There was a time when we could use the color of the coolant to help determine the type of coolant formulation in the equipment. The majority of the heavy-duty engine coolants in the market would have been a conventional formulation. The only difference was in the type and amount of inhibitors but they were still compatible with one another. Some brands were a nitrite/silicate/borate blend while others might be a nitrite/molybdenum/silicate/phosphate blend. Sustaining the coolant simply meant maintaining the SCA level. Maintenance on the fluid was relatively easy as long as there weren’t any mechanical or contamination issues present.
Today, there seems to be a coolant for every color under the rainbow, and we can no longer base the coolant formulation by color alone. The color of the coolant cannot be used to determine the formulation. Testing the coolant and fluid properties will help determine the type of coolant inhibitors present in the formulation so you can maintain that fluid properly. The coolant formulation will be based on the type of coolant inhibitors in the fluid for prime metal-pitting protection.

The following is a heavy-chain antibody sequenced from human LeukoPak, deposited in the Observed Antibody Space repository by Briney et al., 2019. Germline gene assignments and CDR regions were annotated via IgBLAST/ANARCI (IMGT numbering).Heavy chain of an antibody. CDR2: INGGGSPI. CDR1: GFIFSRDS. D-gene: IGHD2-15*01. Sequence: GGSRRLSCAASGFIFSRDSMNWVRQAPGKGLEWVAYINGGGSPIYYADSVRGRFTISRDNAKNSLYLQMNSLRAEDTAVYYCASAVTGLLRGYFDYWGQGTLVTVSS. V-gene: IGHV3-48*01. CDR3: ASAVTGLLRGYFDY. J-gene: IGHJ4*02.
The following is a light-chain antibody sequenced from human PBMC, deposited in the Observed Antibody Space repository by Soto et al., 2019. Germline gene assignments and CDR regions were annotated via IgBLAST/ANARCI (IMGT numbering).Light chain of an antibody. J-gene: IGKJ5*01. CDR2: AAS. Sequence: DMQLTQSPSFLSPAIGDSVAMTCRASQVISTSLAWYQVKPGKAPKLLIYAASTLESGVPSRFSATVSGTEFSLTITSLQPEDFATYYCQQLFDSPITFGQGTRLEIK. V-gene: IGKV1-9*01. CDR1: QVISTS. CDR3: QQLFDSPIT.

The most commonly known coolant formulations on the market today are Conventional, Organic Acid Technology (OAT), NAPS (nitrite, amine, phosphate, silicon free), Hybrid Organic Acid Technology (HOAT), and Universal. The conventional formulations will use inorganic inhibitors. The OAT formulations will use organic acid inhibitors and may use a combination of nitrite and molybdenum in the formulation. The NAPS formulations will only use organic acid inhibitors. The HOAT and Universal formulations will use a combination of inorganic and organic acid inhibitors. Mixing different coolant formulations may dilute the inhibitors to a point that the coolant inhibitor won’t be adequate to protect the equipment. Coolant formulations are constantly evolving to help extend coolant drains and to maintain equipment longer.
It’s easy to become overwhelmed when trying to understand the multitude of variation among formulations, but it can actually be broken down quite simply. Take a look at our list of five considerations for selecting and using the proper coolant formulation.
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